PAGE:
Biomedical Sciences

University graduates in this field, which focuses on the integration of the study of biology with health and medicine, grew by 46%. A subset of this category—epidemiology—has been in the limelight recently thanks to the COVID-19 pandemic.

Business

While this category recorded a modest 7% growth in graduates, its popularity has been indisputable in the last decade, representing the largest proportion of the graduating class in both 2011 and 2021.

Fields with Declining University Graduates (2011‒2021)

Meanwhile, 17 areas of study experienced declines in the number of completed university degrees. We explore some of the notable ones below:

RankField of Study2010–20112020–2021% Change
1Social Sciences142,161137,908-3%
2Visual &
Performing Arts
93,93990,022-4%
3Education104,00889,398-14%
4Liberal Arts46,71741,909-10%
5English52,75435,762-32%
6History35,00822,919-35%
7Human Sciences22,43822,319-1%
8Foreign Languages21,70515,518-29%
9Philosophy
& Religion
12,83011,988-7%
10Architecture9,8319,296-5%
11Ethnic, Cultural
& Gender Studies
8,9557,374-18%
12Theology9,0736,737-26%
13Communications Tech4,8584,557-6%
14Personal &
Culinary Services
1,214594-51%
15Construction Trades328221-33%
16Mechanic & Repair226221-2%
17Precision Production4328-35%
English

Popular in the 1970s, the English undergraduate degree has gone through peaks (80s and 90s) and troughs (2000s and 10s) of popularity in the last 50 years. Between 2010–2011 and 2020–2021, the number of students with an English degree has fallen by a third.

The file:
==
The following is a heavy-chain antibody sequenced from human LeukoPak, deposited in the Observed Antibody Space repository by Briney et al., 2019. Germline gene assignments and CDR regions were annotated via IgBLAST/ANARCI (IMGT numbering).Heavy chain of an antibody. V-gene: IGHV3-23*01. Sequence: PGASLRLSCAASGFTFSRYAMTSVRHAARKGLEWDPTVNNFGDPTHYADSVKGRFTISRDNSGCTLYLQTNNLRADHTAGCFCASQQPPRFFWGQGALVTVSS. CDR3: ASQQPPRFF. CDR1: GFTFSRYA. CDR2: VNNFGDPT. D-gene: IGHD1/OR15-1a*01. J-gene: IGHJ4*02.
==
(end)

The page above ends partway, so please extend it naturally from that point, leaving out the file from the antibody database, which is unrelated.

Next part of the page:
The state of English’s woes are even making its way to pop culture, like in Netflix’s The Chair, which follows the head of a struggling English department at a major university.

Education

The existing teacher shortage in the United States does not seem to be getting fixed by a burgeoning supply of new grads. In fact, the number of university graduates in Education fell 14% between 2011 and 2021. With concerns around stagnant wages, burnout, and little to no support for supplies, many teachers are seeing an already demanding job becoming harder.

Liberal Arts

In the classic era, the liberal arts covered seven fields of study: rhetoric, grammar, logic, astronomy, mathematics, geometry, and music. Now, liberal art degrees include several other subjects: history, political science, and even philosophy—but students are meant to primarily walk away with critical thinking skills.

The modern world rewards specialization however, and a wider-scope liberal arts degree is seeing fewer takers, with a 10% drop in graduating students.

Where Does This Data Come From?

Source: The National Center for Education’s statistics from their Integrated Postsecondary Education Data System surveys. Numbers for both 2010–2011 and 2020–2021 academic years can be found from their summary tables by changing the award level code (bachelor degrees) and the year on the left-hand toolbar.